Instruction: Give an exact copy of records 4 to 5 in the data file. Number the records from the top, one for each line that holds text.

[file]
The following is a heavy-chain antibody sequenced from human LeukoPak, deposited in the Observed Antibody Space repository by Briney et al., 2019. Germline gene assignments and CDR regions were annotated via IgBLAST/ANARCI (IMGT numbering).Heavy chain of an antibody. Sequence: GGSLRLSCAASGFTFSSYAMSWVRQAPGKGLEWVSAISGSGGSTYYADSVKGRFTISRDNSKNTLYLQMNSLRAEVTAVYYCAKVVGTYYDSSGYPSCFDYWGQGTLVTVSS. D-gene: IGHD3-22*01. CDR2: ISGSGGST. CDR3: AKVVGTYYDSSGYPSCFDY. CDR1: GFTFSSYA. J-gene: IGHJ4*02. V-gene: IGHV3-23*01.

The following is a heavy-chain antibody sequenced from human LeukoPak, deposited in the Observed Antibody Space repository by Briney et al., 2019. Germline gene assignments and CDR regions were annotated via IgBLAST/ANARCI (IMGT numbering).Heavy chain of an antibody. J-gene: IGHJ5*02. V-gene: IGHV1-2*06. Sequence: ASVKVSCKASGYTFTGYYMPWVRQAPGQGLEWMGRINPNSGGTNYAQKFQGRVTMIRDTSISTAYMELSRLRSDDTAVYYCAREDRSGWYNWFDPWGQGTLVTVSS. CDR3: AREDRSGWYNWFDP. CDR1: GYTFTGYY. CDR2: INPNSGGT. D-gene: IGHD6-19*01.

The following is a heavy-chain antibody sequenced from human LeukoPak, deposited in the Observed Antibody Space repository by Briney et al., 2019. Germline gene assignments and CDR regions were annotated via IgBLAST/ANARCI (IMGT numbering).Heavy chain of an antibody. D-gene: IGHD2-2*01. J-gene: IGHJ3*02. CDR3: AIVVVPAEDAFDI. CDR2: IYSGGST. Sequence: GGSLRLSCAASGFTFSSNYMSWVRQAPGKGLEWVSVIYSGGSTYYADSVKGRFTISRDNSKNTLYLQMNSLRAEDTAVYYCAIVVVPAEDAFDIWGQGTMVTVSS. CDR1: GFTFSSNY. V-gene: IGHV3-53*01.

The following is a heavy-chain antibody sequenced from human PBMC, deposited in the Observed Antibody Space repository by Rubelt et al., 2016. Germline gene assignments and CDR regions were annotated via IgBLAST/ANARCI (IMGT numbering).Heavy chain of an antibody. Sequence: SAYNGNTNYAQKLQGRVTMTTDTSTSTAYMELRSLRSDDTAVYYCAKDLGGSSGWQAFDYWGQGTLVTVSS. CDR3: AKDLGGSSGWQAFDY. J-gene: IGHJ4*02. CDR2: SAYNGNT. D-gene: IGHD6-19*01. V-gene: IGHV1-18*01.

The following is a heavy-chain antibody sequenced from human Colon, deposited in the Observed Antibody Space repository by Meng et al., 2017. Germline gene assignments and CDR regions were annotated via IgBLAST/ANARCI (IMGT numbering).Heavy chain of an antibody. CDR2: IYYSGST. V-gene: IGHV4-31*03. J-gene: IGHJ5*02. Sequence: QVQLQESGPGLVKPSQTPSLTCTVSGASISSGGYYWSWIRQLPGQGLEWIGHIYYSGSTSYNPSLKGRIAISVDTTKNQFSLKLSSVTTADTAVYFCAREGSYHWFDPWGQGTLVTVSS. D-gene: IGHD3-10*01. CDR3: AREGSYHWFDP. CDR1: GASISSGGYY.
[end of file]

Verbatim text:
The following is a heavy-chain antibody sequenced from human PBMC, deposited in the Observed Antibody Space repository by Rubelt et al., 2016. Germline gene assignments and CDR regions were annotated via IgBLAST/ANARCI (IMGT numbering).Heavy chain of an antibody. Sequence: SAYNGNTNYAQKLQGRVTMTTDTSTSTAYMELRSLRSDDTAVYYCAKDLGGSSGWQAFDYWGQGTLVTVSS. CDR3: AKDLGGSSGWQAFDY. J-gene: IGHJ4*02. CDR2: SAYNGNT. D-gene: IGHD6-19*01. V-gene: IGHV1-18*01.

The following is a heavy-chain antibody sequenced from human Colon, deposited in the Observed Antibody Space repository by Meng et al., 2017. Germline gene assignments and CDR regions were annotated via IgBLAST/ANARCI (IMGT numbering).Heavy chain of an antibody. CDR2: IYYSGST. V-gene: IGHV4-31*03. J-gene: IGHJ5*02. Sequence: QVQLQESGPGLVKPSQTPSLTCTVSGASISSGGYYWSWIRQLPGQGLEWIGHIYYSGSTSYNPSLKGRIAISVDTTKNQFSLKLSSVTTADTAVYFCAREGSYHWFDPWGQGTLVTVSS. D-gene: IGHD3-10*01. CDR3: AREGSYHWFDP. CDR1: GASISSGGYY.